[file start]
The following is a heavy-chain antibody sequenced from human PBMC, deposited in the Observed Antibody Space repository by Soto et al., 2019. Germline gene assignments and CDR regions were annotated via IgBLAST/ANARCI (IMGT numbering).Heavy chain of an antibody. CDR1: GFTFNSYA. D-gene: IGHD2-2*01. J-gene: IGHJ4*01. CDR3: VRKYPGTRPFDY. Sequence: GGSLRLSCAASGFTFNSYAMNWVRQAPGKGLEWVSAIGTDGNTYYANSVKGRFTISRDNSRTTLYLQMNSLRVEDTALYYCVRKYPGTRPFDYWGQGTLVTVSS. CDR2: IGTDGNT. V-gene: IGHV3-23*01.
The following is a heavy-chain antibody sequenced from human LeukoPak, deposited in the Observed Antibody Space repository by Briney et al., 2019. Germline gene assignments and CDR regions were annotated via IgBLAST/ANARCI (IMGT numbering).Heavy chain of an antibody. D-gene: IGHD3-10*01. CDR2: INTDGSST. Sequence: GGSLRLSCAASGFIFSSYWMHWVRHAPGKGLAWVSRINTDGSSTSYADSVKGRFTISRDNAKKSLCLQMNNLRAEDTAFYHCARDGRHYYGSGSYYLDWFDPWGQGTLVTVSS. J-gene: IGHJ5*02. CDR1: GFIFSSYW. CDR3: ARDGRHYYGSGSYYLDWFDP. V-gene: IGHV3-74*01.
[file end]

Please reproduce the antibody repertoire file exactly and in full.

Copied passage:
The following is a heavy-chain antibody sequenced from human PBMC, deposited in the Observed Antibody Space repository by Soto et al., 2019. Germline gene assignments and CDR regions were annotated via IgBLAST/ANARCI (IMGT numbering).Heavy chain of an antibody. CDR1: GFTFNSYA. D-gene: IGHD2-2*01. J-gene: IGHJ4*01. CDR3: VRKYPGTRPFDY. Sequence: GGSLRLSCAASGFTFNSYAMNWVRQAPGKGLEWVSAIGTDGNTYYANSVKGRFTISRDNSRTTLYLQMNSLRVEDTALYYCVRKYPGTRPFDYWGQGTLVTVSS. CDR2: IGTDGNT. V-gene: IGHV3-23*01.
The following is a heavy-chain antibody sequenced from human LeukoPak, deposited in the Observed Antibody Space repository by Briney et al., 2019. Germline gene assignments and CDR regions were annotated via IgBLAST/ANARCI (IMGT numbering).Heavy chain of an antibody. D-gene: IGHD3-10*01. CDR2: INTDGSST. Sequence: GGSLRLSCAASGFIFSSYWMHWVRHAPGKGLAWVSRINTDGSSTSYADSVKGRFTISRDNAKKSLCLQMNNLRAEDTAFYHCARDGRHYYGSGSYYLDWFDPWGQGTLVTVSS. J-gene: IGHJ5*02. CDR1: GFIFSSYW. CDR3: ARDGRHYYGSGSYYLDWFDP. V-gene: IGHV3-74*01.